that’s a nonsensical perspective. Why look at a single small neighborhood plan? What about a block? A building? Does every scale of geography have to have balance? By that measure, all the other plans the city has adopted are way out of whack with all housing and no jobs. In fact almost all of the plans the City has undertaken over the past couple decades are about housing and that’s about it. Market Octavia? Eastern Neighborhoods? Treasure Island? Parkmerced? Rincon Hill? Balboa Park? Van Ness? They are all housing and pretty much nothing else. You can’t zoon in on a micro geography of a city or even a region and expect a balance. Balance matters at a larger commute-level geography. We don’t expect everyone to walk to work. We do however expect and want people to take transit, so we need to make sure jobs are near transit. That means the closest in land near major regional transit hubs should be mostly jobs-oriented. Plenty of studies show that’s what matters most. The rest of the city is for housing.

          • Posted by Dave

            The point is SF has not looked at the housing needs of the city as a whole – let alone a single district like Central SOMA.

            SF under M allows 800K feet of new office space/year (big developments over 50K) and at 1 worker/200 square feet that amounts to 4000 workers/year. SF has not, until recently, built more than 3000 units per year. Add in the M exemption for HP Lennar and it will be close to 1,2000,000 per year for a decade or so. Requiring 6000 units/year.

            A housing imbalance exists in the HP Lennar project, Pier 70, 3M and other big planned developments. But it is not nearly as bad as the almost 6/1 imbalance of the proposed Central SOMA plan.

            Until a citywide solution is adopted then it will need to be piecemeal. Starting hopefully with the eventual Central SOMA plan. Instead of 7K units of housing and 45K jobs, how about 20K units of housing and 20K jobs?

            TI and Parkmerced do not have office components, but Salesforce does not have a residential component.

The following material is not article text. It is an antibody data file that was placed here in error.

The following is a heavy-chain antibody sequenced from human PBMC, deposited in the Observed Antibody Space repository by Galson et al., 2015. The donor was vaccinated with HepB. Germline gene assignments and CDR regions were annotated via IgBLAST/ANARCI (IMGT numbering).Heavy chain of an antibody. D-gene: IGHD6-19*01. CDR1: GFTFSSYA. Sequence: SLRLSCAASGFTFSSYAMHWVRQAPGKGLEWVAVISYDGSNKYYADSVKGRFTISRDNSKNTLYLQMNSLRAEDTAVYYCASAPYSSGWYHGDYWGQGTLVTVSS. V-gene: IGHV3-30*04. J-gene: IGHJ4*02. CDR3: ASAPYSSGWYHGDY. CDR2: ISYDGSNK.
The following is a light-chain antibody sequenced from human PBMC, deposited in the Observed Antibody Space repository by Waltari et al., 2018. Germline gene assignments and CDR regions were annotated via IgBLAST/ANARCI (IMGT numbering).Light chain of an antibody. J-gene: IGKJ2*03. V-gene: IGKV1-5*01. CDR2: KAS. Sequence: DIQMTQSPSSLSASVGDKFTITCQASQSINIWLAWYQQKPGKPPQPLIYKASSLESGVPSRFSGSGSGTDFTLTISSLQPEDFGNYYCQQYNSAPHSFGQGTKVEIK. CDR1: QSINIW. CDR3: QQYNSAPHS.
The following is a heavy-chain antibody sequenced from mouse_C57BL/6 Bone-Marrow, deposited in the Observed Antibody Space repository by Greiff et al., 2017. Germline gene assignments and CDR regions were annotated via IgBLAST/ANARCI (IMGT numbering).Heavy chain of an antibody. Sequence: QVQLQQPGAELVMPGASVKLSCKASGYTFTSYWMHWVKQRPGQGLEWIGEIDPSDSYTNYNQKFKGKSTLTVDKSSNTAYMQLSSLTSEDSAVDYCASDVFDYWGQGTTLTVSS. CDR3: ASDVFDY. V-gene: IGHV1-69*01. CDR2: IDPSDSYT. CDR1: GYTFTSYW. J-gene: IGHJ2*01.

Central SOMA will be contentious because of this and other issues. The plan as is, IMO, is unacceptable.

          • Posted by scott f

            I’m in total agreement with Dave on the jobs-housing balance of Central SoMa (and Pier 70) being a problem. There aren’t enough big residential-only projects or area plans elsewhere in the city to cancel out Central SoMa’s bias toward office space.

            I don’t mind the proposed increased building heights and would even prefer we go higher (Dave might not agree with that part), but what’s inside the buildings should be balanced more toward homes and less toward offices.

    • Posted by Wai Yip Tung

      So are you supportive of 206 5th Street, which is an residential development?

  2. Posted by Harambe

    +200 BMR apartments. That’s +200 singles/couples/families finally able to secure their own home.

    • Posted by Sabbie

      No. If these were priced at market rate, +200 singles/couples/families would still finally have been able to secure their own home. What the city has done is simply favor a different set of 200 households, based on the twisted requirement that they make slightly less money than those other 200 households. Seems like a good way for clever politicians to get votes from people who dream of getting some free stuff on the collective dime, but removing incentives from an economy never works out well.